New York, NY (October 6, 2016) – Hunter College President Jennifer J. Raab announced the three recipients of the sixth annual Joan H. Tisch Community Health Prize, citing their contributions to improving quality of life for senior citizens, providing medical care to previously incarcerated individuals as they return to the community, and child advocacy. This year’s prize was presented to two nonprofit organizations and an individual in the New York metropolitan area for outstanding accomplishments in the field of urban public health.
The recipients are Bloomingdale Aging in Place (BAiP), The Bronx Transitions Clinic (BTC), and the Northside Center for Child Development’s Hilde L. Mosse Executive Director and CEO Thelma Dye, Ph.D. They were honored at a reception on Wednesday, October 5, 2016 at The Roosevelt House Public Policy Institute at Hunter College. Special guest Manhattan Borough President Gale Brewer delivered remarks during the reception.
“Once again, we have a group of Tisch Prize recipients who have done an extraordinary job of addressing the needs of New Yorkers who are so deserving of dignity when it comes to physical and psychological health,” said Hunter College President Jennifer J. Raab. “We at Hunter proudly share their commitment to improving access to the best quality healthcare services, and we remain deeply grateful to the Tisch family for recognizing New York City’s dedicated community health workers and organizations that have gone above and beyond for those who need their help.”
The Joan H. Tisch Community Health Prize honors not-for-profit organizations and individuals for distinguished accomplishment in the field of urban public health. Made possible by support from the Laurie M. Tisch Illumination Fund, the Prize is part of the Joan H. Tisch Legacy Project, which is based at Hunter College, and is a tribute to Joan H. Tisch in recognition of her humanitarian activism in health care and social services in New York City. The winners each received a prize of $10,000.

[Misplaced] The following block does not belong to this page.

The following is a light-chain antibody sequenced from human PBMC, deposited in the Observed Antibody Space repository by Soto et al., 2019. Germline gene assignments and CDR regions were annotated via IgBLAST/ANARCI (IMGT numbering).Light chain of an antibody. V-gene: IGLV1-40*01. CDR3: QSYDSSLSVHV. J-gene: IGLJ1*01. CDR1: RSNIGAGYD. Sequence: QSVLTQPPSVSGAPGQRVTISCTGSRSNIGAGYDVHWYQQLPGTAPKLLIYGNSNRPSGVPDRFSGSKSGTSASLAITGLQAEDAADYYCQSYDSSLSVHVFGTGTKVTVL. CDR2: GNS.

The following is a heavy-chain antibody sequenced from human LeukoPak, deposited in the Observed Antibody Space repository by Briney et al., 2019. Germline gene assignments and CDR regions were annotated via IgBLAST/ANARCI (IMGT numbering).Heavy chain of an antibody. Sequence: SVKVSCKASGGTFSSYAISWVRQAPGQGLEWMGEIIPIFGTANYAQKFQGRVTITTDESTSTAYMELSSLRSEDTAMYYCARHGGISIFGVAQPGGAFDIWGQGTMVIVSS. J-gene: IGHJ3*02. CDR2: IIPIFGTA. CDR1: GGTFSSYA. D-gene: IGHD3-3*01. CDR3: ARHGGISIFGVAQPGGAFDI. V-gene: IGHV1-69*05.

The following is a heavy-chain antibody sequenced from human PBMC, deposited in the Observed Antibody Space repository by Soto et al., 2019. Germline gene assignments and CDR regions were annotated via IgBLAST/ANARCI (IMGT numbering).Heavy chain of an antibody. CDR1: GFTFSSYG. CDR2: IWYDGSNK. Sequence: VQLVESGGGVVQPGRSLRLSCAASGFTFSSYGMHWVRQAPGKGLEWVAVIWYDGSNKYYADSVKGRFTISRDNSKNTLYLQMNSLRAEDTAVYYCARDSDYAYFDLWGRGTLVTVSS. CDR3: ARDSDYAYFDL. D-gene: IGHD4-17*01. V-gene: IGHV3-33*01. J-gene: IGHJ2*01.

“Bloomingdale Aging in Place, the Bronx Transitions Clinic, and Dr. Dye have each honorably provided critical services to New Yorkers in need, and they exemplify the mission of the Illumination Fund,” said Laurie Tisch, President of the Laurie M. Tisch Illumination Fund. “On behalf of the Illumination Fund, and my mother Joan’s Legacy Project, we are proud to honor them all, and I know they will continue to serve New Yorkers with their incredible work.”
About the Honorees:
Bloomingdale Aging in Place (BAiP) serves the Upper West Side. Too often in New York, neither familial nor physical infrastructure exists to support the longer lives that many New Yorkers now enjoy. BAiP was founded to help older adults “age in place” by ensuring ongoing community engagement and support.
The Bronx Transitions Clinic (BTC) addresses the disparities at the nexus of criminal justice and community health. The burden of mass incarceration disproportionately falls on low-income urban communities of color, like the South Bronx. Since 2009, BTC has provided an innovative model for primary care to more than 500 Bronx residents as they return to the community after incarceration. Patients are treated regardless of their ability to pay.
Thelma Dye, Ph.D., is the Hilde L. Mosse Executive Director and CEO at the Northside Center for Child Development. Under Dr. Dye’s leadership, Northside serves more than 3,600 children through programs such as Clinics in Schools (CIS), home-based crisis intervention, special needs preventative service, and Project Care (Commitment and Recovery Empowers), a creative arts therapy and enrichment program. Dr. Dye has also served on various child advocacy committees, was appointed by the Board of Regents to the State Board for Psychology, and was recently appointed to the New York City Health Department’s Health & Mental Hygiene Advisory Council.
Selection Committee for the Joan H. Tisch Community Health Prize:
Harold Holzer, (Chair), Jonathan F. Fanton Director, Roosevelt House Public Policy Institute, Hunter College; Judith Aponte, Associate Professor, Hunter-Bellevue School of Nursing; Lilliam BarriosPaoli, Senior Advisor to President of Hunter College and the Former NYC Deputy Mayor for Health and Human Services; Georges Benjamin, Executive Director, American Public Health Association and former Joan H. Tisch Distinguished Fellow in Public Health at Hunter College; Joan Grabe, Chair, Hunter College Foundation Board of Trustees and Hunter-Bellevue School of Nursing Advisory Board; David Himmelstein, Professor, Hunter College School of Urban Health; Sue A. Kaplan, Research Associate Professor, Department of Population Health, New York University School of Medicine; Juan Peña, Associate Professor, Hunter School of Social Work; Dennis Rivera, Public Health Advisor, Hunter College; and Gregory Shufro, Senior Managing Director, Shufro, Rose & Co., LLC